There is little doubt that the country is, at the very least, moving in the right direction. But underneath the sheen of democracy and optimism lies a darker core, one that stems from a violent past that has not yet been addressed and that, in many ways, still dominates present-day Indonesia.
“There’s a shadow state that operates with impunity, with total disregard of the official state,” said Joshua Oppenheimer, director of the Oscar-nominated film The Act of Killing, which deals with the communist murders. He is speaking specifically about the power still wielded by the national police and Indonesian military. “When laws don’t apply to the powerful, is that a democracy?”
They say that history is written by the victors and this is certainly the case in Indonesia. Throughout the Suharto era, which lasted from 1965 to 1998, the communist purge was celebrated every September 30. From 1984, this included the showing of a controversial docudrama on television and in schools. Pengkhianatan G30S/PKI, which translates to “Treachery of the PKI’s September 30 Movement”, greatly exaggerates the threat of a takeover by the PKI and honours the militias and paramilitary leaders who organised the mass killings.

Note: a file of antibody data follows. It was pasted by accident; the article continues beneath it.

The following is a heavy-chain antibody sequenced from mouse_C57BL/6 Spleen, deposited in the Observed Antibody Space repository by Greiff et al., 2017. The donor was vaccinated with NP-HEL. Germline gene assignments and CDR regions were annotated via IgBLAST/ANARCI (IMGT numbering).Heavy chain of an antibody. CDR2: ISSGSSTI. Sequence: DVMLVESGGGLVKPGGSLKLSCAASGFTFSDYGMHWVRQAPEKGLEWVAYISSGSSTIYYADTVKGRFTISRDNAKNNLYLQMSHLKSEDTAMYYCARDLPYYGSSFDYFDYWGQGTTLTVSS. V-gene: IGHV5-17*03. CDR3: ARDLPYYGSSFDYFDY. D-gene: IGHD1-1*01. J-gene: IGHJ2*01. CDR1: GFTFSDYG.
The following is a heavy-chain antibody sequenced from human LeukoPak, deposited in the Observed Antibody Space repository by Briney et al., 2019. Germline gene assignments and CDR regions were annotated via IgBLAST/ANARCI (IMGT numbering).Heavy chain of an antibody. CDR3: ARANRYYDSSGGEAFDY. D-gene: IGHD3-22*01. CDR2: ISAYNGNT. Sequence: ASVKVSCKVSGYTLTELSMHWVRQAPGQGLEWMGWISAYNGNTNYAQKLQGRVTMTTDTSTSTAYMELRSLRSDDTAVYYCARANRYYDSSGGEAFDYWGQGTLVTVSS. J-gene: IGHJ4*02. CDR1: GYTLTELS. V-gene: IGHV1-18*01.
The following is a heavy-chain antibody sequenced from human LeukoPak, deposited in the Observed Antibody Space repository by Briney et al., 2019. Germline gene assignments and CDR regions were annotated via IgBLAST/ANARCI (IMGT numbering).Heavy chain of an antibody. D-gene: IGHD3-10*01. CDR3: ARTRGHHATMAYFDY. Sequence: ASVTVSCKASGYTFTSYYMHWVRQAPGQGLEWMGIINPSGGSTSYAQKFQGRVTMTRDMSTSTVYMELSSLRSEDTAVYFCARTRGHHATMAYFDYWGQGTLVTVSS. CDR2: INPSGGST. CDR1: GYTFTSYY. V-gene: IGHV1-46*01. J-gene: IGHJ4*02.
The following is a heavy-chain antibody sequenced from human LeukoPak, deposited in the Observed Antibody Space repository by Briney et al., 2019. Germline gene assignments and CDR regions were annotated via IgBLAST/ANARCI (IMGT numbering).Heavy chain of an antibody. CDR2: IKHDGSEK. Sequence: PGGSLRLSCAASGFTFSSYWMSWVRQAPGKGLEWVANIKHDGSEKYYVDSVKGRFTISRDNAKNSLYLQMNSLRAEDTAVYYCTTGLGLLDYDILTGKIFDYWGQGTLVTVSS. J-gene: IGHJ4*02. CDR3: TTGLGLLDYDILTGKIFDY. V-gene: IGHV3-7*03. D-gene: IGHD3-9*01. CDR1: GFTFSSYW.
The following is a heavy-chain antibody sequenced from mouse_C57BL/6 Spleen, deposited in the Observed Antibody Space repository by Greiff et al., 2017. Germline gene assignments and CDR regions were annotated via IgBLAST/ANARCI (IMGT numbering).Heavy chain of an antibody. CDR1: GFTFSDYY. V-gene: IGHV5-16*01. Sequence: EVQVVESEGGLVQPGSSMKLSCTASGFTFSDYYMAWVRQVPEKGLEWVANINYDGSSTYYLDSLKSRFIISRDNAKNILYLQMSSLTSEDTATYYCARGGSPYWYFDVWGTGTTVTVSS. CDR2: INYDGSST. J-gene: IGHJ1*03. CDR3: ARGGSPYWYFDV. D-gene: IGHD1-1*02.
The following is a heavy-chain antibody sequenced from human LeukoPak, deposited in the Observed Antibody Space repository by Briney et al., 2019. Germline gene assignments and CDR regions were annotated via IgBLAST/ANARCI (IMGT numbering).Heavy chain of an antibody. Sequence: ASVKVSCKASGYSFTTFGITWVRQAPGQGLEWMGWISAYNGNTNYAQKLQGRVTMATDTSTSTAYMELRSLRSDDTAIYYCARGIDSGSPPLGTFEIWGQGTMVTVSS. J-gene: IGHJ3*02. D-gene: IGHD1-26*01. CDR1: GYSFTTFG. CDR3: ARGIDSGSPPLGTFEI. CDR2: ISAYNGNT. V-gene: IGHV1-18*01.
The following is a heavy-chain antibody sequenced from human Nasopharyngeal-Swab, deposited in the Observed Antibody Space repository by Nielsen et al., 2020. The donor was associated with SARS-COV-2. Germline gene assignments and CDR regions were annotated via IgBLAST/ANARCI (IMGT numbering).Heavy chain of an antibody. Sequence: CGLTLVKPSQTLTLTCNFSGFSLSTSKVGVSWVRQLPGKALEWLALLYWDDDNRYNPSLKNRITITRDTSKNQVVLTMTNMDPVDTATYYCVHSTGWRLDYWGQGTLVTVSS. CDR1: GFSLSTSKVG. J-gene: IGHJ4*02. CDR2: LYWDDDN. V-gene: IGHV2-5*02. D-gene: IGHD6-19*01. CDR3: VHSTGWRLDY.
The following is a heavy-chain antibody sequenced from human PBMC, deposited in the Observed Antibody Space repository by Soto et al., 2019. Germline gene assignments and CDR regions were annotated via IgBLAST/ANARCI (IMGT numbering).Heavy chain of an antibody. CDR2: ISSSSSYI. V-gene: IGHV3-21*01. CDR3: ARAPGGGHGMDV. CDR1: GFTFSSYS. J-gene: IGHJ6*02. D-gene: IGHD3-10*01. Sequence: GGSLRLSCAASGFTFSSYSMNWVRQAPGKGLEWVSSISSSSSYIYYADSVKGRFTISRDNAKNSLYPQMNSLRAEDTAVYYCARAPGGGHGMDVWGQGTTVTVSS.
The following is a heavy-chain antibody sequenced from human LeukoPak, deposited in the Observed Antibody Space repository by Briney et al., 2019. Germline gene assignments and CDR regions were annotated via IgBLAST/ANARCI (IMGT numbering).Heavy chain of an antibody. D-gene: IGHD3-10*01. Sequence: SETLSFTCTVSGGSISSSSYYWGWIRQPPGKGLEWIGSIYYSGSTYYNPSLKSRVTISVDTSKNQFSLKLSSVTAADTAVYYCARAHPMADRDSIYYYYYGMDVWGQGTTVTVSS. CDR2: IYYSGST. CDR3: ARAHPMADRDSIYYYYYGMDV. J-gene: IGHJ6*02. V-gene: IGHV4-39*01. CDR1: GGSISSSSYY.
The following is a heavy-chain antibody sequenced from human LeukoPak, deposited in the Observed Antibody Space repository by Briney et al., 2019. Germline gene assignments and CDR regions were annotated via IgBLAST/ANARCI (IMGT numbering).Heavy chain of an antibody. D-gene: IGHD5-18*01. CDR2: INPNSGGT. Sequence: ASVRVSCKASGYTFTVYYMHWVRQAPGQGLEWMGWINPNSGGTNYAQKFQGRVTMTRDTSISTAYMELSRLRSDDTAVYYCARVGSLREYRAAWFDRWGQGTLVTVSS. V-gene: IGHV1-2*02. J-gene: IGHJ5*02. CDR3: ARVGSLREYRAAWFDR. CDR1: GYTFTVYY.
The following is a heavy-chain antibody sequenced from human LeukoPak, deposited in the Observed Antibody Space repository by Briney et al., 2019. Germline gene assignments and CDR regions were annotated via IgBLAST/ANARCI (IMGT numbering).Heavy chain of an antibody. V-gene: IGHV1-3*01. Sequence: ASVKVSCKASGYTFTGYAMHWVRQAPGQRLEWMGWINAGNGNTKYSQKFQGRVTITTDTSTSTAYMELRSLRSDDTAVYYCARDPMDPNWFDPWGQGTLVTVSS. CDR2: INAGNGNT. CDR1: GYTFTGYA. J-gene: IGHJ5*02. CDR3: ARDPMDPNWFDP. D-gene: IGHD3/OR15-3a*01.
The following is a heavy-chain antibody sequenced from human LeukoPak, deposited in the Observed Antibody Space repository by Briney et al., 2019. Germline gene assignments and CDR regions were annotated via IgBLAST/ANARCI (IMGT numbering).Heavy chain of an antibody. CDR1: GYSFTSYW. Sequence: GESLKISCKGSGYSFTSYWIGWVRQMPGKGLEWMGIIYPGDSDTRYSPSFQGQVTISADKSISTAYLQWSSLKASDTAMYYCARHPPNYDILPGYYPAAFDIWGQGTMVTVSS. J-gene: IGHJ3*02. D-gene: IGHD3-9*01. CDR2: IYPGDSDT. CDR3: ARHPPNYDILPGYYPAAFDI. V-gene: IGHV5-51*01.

Some progress has been made in the years since Suharto’s fall, in that the film is rarely shown these days. Nevertheless, teachings of the mass killings in schools across the country still take on a strong nationalistic tone. Or, more often, the topic is ignored completely.
The Asian financial crisis was the backdrop to Suharto being forced from office, and Indonesia moved quickly to establish a democracy that, while far from perfect, is one of the more stable in the region. One thing that did not happen, however, was the creation of a space for victims of Suharto’s three-decade rule to gain justice.